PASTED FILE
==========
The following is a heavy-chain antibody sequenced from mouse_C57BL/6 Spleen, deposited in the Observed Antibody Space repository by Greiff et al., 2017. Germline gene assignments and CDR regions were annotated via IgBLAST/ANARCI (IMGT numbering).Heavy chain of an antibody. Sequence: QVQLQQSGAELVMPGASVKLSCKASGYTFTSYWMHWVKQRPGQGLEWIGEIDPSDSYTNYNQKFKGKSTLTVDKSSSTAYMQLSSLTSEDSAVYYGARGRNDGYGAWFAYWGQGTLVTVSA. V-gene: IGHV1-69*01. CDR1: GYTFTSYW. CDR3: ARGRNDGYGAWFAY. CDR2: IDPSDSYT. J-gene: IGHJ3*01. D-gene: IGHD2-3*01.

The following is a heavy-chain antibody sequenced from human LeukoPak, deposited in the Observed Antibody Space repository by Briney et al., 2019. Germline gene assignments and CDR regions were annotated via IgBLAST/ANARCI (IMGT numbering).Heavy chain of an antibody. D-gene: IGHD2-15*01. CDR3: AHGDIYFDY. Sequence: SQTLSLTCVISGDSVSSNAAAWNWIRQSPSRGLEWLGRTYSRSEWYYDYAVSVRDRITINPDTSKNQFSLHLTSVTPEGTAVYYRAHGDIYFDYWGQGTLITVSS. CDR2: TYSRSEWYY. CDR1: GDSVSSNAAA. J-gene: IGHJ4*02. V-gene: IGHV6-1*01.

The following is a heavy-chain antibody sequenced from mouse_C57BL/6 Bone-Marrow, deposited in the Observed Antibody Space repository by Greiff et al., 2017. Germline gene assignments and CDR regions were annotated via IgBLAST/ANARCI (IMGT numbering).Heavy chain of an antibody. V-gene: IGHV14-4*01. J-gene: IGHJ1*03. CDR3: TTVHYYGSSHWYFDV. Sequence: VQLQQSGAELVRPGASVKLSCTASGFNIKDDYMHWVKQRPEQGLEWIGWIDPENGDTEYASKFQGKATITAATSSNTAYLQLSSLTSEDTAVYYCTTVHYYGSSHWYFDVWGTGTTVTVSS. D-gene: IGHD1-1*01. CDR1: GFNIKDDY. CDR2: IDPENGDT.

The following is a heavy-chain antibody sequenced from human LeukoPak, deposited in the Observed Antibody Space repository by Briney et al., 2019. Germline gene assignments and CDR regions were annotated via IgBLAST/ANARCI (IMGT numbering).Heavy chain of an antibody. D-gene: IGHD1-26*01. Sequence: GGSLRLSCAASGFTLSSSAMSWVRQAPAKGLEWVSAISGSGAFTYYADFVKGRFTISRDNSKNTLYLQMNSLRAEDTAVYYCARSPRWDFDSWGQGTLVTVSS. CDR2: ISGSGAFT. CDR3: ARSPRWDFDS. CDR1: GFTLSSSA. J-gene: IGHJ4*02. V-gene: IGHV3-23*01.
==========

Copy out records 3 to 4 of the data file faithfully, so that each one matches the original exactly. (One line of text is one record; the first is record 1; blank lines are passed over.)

The following is a heavy-chain antibody sequenced from mouse_C57BL/6 Bone-Marrow, deposited in the Observed Antibody Space repository by Greiff et al., 2017. Germline gene assignments and CDR regions were annotated via IgBLAST/ANARCI (IMGT numbering).Heavy chain of an antibody. V-gene: IGHV14-4*01. J-gene: IGHJ1*03. CDR3: TTVHYYGSSHWYFDV. Sequence: VQLQQSGAELVRPGASVKLSCTASGFNIKDDYMHWVKQRPEQGLEWIGWIDPENGDTEYASKFQGKATITAATSSNTAYLQLSSLTSEDTAVYYCTTVHYYGSSHWYFDVWGTGTTVTVSS. D-gene: IGHD1-1*01. CDR1: GFNIKDDY. CDR2: IDPENGDT.

The following is a heavy-chain antibody sequenced from human LeukoPak, deposited in the Observed Antibody Space repository by Briney et al., 2019. Germline gene assignments and CDR regions were annotated via IgBLAST/ANARCI (IMGT numbering).Heavy chain of an antibody. D-gene: IGHD1-26*01. Sequence: GGSLRLSCAASGFTLSSSAMSWVRQAPAKGLEWVSAISGSGAFTYYADFVKGRFTISRDNSKNTLYLQMNSLRAEDTAVYYCARSPRWDFDSWGQGTLVTVSS. CDR2: ISGSGAFT. CDR3: ARSPRWDFDS. CDR1: GFTLSSSA. J-gene: IGHJ4*02. V-gene: IGHV3-23*01.